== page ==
St. Job of Pochaev
Commemorated August 28 and October 28
The future saint Job was born Ivan Zhelezo in 1551 to pious parents, Ioann and Agafia, in Pokut’a in Galicia, near the city of Kolomia. As a child he developed high spiritual aspirations, and used the lives of Ss Sava and John of Damascus as well as the “Ladder” of St John Climacus as models of virtuous life.
At the age of ten, Ivan left his parents and asked the abbot of the Transfiguration Ugornits Monastery, in the village of Pidhora near the town of Terebovlya, to accept him so that he could serve his “brothers.” He was tonsured a monk two years later, at the age of 12, and was given the name Job. He lived a life of great piety and strict asceticism. About 1581, when he reached the age of 31, he was offered and accepted the dignity of the priesthood. At about the same time he accepted the urgings of Prince Constantine of Ostrozhsh, who was famed as a defender of Orthodoxy, to become abbot of the Monastery of the Exaltation of the Cross outside the city of Dubno.
For the next twenty years, Hieromonk Job served as the the abbot (hegumen) of this monastery and engaged himself in writing and publishing theological works in an atmosphere of increased tensions. These tensions between the Orthodox and Roman Catholics heightened after the Union of Brest in 1596. His works were collected into The Book of the Venerable Job of Pochaev, Written by His Own Hand. The book contained 80 teachings, conversations, and sermons as well as excerpts of writings from the Holy Fathers. In his writings Fr. Job also defended Orthodoxy against the Protestant heresies presented by missionaries. In his works he presented the Orthodox view of the dogmas of the Trinity, the divinity of Christ, the Mother of God, baptism, and other matters that particularly were rejected by Protestant missionaries.
In his writings, Fr. Job also critiqued the teachings of the Roman Catholics concerning their doctrinal differences from Orthodox teachings, including the use of unleavened bread in the Eucharist. With the Union of Brest, the Orthodox living in Galicia, Volhynia, and other areas of Poland were increasingly subjected to persecutions, deprivation of their rights, and were subject to intense pressures to convert to Catholicism. Fr. Job led the efforts to counteract these pressures using the monastery printing presses and disseminating Orthodox literature. Among the literature was the printing of the first complete Orthodox Bible, sponsored by Prince Constantine in 1581.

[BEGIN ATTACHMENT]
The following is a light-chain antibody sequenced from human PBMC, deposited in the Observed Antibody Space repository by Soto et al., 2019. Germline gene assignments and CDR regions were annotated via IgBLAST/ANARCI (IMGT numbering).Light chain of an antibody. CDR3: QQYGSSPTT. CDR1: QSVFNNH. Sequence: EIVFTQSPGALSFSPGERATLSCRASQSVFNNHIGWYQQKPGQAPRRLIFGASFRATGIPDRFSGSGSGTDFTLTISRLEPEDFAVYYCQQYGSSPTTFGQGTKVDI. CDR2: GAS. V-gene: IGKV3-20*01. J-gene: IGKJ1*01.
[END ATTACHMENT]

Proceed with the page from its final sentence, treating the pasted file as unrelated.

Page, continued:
Through this public work, Fr. Job faced growing fame that restrained his ascetic life. Finally, he chose to withdraw from the world and became a hermit into the mountain caves of the monastery at Pochaev in Volhynia. Having joined the Pochaev Lavra of the Dormition of the Theotokos in 1604, Fr. Job soon was chosen by the brethren of the monastery as their abbot. He fulfilled his duties as abbot zealously while maintaining a kind and gentle manner with the brethren. He actively participated in the work of the monastery: planting trees and re-working the monastery’s waterworks. He was quiet, used few words, and constantly said the Jesus Prayer in a soft voice. He introduced strict discipline into the monastic life of the monastery, while living the ascetic life himself. He often retreated to his cave that was difficult to enter and so small that sitting, standing, or laying down was difficult. Kneeling, he would pray for long periods of time, wearing knee markings in the rock floor of the cave.
As abbot of the Pochaev Lavra, Job continued taking an active part in the defense of Orthodoxy and the Russian people against the Union of Brest, making extensive use of the famed printing press at the Lavra. He participated in the Synod of Kiev in 1628 that was called to defend the Orthodox Church against Uniatism. Reflecting his asceticism,
Hieromonk Job was tonsured with the Great Schema sometime after 1642. At this tonsure he was given the new monastic name of John.
Hieromonk Job fell asleep in Our Lord on October 25, 1651, having directed Pochaev Lavra for over fifty years. He lived a life of over 100 years. He was glorified on August 8, 1659. On August 28, 1659, his relics were recovered, incorrupt and taken to Trinity Cathedral in the Lavra. On August 28, 1883, his relics were again moved a church in the Lavra that was consecrated to his honor. August 28 is the date for annual pilgrimages by the faithful to Pochaev Lavra to honor and venerate his relics.